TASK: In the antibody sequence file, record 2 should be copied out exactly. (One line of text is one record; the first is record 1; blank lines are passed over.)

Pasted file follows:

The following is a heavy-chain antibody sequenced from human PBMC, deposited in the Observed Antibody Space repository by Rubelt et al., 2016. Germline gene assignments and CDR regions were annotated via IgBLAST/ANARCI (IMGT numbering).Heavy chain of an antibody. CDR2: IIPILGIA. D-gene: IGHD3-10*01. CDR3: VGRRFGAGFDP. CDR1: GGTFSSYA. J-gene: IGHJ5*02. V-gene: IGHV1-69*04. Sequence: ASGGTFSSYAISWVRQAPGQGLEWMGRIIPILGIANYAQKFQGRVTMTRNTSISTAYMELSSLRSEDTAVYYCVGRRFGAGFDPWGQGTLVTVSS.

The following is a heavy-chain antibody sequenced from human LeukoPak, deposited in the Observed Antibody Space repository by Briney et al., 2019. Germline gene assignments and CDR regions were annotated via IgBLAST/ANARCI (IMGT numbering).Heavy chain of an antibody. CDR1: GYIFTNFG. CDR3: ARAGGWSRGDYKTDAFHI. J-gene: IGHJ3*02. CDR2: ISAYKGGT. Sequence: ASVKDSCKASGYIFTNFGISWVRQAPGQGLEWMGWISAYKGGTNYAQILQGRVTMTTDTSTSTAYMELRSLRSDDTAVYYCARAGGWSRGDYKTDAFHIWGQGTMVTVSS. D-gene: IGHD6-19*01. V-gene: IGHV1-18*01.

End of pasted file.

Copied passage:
The following is a heavy-chain antibody sequenced from human LeukoPak, deposited in the Observed Antibody Space repository by Briney et al., 2019. Germline gene assignments and CDR regions were annotated via IgBLAST/ANARCI (IMGT numbering).Heavy chain of an antibody. CDR1: GYIFTNFG. CDR3: ARAGGWSRGDYKTDAFHI. J-gene: IGHJ3*02. CDR2: ISAYKGGT. Sequence: ASVKDSCKASGYIFTNFGISWVRQAPGQGLEWMGWISAYKGGTNYAQILQGRVTMTTDTSTSTAYMELRSLRSDDTAVYYCARAGGWSRGDYKTDAFHIWGQGTMVTVSS. D-gene: IGHD6-19*01. V-gene: IGHV1-18*01.